Today is the anniversary of the birth in 1454 of one of the great Latin and Greek scholars of the Florentine Renaissance, Angelo Poliziano. His real last name was Ambrogini, but he is universally known as “Poliziano” from the Latin name of his birthplace, Montepulciano. His father was murdered when he was ten years old, as part of the political intrigues that plagued all of Tuscany in that age. Before the age of fifteen, he was sent to live with relatives in Florence, where he began his university studies, and came to know some of the learned men that had made that city famous, most notably, the great Platonic scholar Marsilio Ficino. By the age of 16, he had learned Greek well enough to translate a large section of the Iliad into Latin hexameters, and earn for himself the title “homericus adulescentulus.” This project caught the favorable attention of Lorenzo de’ Medici, the de facto ruler of Florence, commonly known as “the Magnificent”, who made Poliziano tutor to his two sons. (The younger of these, Giovanni, would become Pope Leo X in 1513, nearly two decades after Poliziano’s death.) In 1477, he was ordained a priest, and would later become a canon of the cathedral of Florence, one of the most prestigious ecclesiastical positions in the city.
In 1478, however, things began to change for the worse in Florence, first as a result of a conspiracy to assassinate Lorenzo de’ Medici, who survived the attempt, and his brother Giuliano, who did not. Poliziano wrote a commentary which is one of the most important sources of information about this event. That same year, the city was struck by plague, and the Medici household withdrew to a country estate. After some conflict with both Lorenzo and his wife, Poliziano left their company and traveled to the north of Italy. In an oration delivered to the senate of the Venetian Republic, he spoke passionately in favor of a plan to subsidize the study of Latin and classical literature. Within two years, he returned to Florence, where he was appointed to teach at the university at Lorenzo the Magnificent’s behest. This was the period in which he produced the work that would make him famous throughout Europe, the Miscelleanea, a series of philological and literary commentaries on a variety of classical works: the poetry of Ovid and Statius, the history of Suetonius, the rhetorical writing of Quintilian, and the Emperor Justinian’s famous legal code, the Digest.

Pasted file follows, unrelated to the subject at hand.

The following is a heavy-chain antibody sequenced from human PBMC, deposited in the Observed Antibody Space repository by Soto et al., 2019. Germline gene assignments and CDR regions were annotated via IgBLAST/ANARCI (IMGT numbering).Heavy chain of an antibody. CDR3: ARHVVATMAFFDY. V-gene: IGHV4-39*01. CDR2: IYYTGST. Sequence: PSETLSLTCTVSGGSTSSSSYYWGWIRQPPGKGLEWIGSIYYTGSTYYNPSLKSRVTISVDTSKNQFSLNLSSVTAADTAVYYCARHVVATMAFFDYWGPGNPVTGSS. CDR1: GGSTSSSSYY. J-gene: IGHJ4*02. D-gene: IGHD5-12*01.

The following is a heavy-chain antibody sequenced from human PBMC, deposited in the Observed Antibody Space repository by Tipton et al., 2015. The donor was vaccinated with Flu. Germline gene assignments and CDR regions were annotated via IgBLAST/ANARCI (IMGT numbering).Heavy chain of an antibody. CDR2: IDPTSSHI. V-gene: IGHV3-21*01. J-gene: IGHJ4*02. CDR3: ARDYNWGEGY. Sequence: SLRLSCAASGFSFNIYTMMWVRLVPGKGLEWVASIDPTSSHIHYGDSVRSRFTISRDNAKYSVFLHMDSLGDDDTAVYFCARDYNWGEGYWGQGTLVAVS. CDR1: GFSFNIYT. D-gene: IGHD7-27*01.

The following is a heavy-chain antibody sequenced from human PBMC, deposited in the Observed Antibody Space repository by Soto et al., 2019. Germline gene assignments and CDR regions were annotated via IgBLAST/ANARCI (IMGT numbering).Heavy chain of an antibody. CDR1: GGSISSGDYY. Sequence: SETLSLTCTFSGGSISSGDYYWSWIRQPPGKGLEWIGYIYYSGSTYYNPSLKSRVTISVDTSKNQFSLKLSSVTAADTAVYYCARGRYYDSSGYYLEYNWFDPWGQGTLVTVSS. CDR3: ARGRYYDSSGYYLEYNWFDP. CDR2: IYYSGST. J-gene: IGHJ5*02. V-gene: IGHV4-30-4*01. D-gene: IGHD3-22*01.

In 1490, he began to turn his mind towards the study of both the philosophy and science of Aristotle, an example of the remarkable scholarly versatility which made him a true (one might almost say ‘stereotypical’) Renaissance man. However, Florence was about to undergo another period of trauma. In 1492, Lorenzo the Magnificent, long the most important patron of the city’s whole cultural life, died; once again, Poliziano’s own writing is one of the primary sources for the account of the event, in the form of a letter to a friend. Two years later, Poliziano was taken with a fever, and died on the night between September 28 and 29, 1494, at the age of forty. A modern forensic examination of his body has revealed that he was in fact poisoned with arsenic, although it is not at all certain why, by whom, or cui bono. He thus missed the French invasion of Italy that began the following month, which excited tremendous hostility in Florence towards his erstwhile patrons, the Medici family, and led to the feverish season when the city’s life was dominated by the preaching of Savonarola.
(A portrait of Poliziano in a fresco by Domenico Ghirlandaio, in the Sassetti Chapel of the church of the Most Holy Trinity in Florence.)